Turbulent Times for Smartphone Innovators
Being in a consumer-driven market in an era of technological supremacy is challenging. Think of all the cool or must-have gadgets and products that have slowly but surely disappeared from the store shelves and online stores. These products rode a wave of popularity thanks to being first to market and providing features and functionality that consumers really didn’t know they needed. Also many of these products did pave the way for the gadgets that we are all using today – think of the first generation MP3 players and even the Sony Walkman.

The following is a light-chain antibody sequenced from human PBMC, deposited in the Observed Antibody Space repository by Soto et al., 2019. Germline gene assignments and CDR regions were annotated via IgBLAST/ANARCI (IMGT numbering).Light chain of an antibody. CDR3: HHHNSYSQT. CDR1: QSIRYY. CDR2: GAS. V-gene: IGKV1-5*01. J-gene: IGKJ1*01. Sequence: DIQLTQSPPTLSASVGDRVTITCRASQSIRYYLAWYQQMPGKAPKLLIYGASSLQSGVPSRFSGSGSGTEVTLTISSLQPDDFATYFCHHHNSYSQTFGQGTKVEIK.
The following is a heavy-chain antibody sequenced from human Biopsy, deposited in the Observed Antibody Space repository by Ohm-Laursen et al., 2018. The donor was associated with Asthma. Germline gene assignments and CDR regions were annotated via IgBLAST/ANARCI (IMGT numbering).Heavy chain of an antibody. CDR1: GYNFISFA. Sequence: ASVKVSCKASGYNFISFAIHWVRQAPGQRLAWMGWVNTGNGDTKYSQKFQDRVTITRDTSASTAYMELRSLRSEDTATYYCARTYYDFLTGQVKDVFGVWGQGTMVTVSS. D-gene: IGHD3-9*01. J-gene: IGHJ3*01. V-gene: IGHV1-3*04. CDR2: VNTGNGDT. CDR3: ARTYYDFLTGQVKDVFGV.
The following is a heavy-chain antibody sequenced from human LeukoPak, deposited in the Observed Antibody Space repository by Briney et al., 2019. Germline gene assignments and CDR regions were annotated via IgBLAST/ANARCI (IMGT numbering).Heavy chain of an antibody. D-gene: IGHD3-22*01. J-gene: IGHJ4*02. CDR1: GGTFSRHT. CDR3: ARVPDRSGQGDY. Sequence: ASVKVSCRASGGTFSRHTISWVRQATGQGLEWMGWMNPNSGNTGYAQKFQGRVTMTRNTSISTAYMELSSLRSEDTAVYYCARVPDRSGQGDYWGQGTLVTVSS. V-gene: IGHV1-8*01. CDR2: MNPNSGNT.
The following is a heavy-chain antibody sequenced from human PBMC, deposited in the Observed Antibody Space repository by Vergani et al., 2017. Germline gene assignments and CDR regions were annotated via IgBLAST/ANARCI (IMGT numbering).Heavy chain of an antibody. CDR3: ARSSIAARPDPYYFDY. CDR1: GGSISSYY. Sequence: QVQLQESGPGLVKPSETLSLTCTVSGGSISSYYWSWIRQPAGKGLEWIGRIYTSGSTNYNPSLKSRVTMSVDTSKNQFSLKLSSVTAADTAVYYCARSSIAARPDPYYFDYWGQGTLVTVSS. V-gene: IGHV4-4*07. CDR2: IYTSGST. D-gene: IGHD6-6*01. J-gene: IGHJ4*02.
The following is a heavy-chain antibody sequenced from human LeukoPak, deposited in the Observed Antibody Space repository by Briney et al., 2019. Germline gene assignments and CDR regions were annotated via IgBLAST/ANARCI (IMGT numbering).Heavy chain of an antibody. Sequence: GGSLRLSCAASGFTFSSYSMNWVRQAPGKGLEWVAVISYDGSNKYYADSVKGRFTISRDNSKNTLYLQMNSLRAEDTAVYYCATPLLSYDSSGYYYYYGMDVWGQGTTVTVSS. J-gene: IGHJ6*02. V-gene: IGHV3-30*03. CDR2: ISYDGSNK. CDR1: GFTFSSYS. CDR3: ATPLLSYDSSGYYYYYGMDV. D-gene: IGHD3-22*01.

So what makes one consumer product have consistent longevity versus other products that seem to disappear after only a year? Think of the car: chances are very high that you have a car and you might even have two cars. Yes, there are folks out there who don’t own a car and get around by public transport, bicycle and walking – but this is rare. The fact is we need to get around and the car is the tool that does this most easily for us.
Automotive manufacturers continue to innovate but at its most simple, a car is about four wheels, an engine, a steering wheel, brakes and a gas pedal. A car can be as simple or extravagant as you want and regardless of your budget – you’ll find one that meets your needs and wants.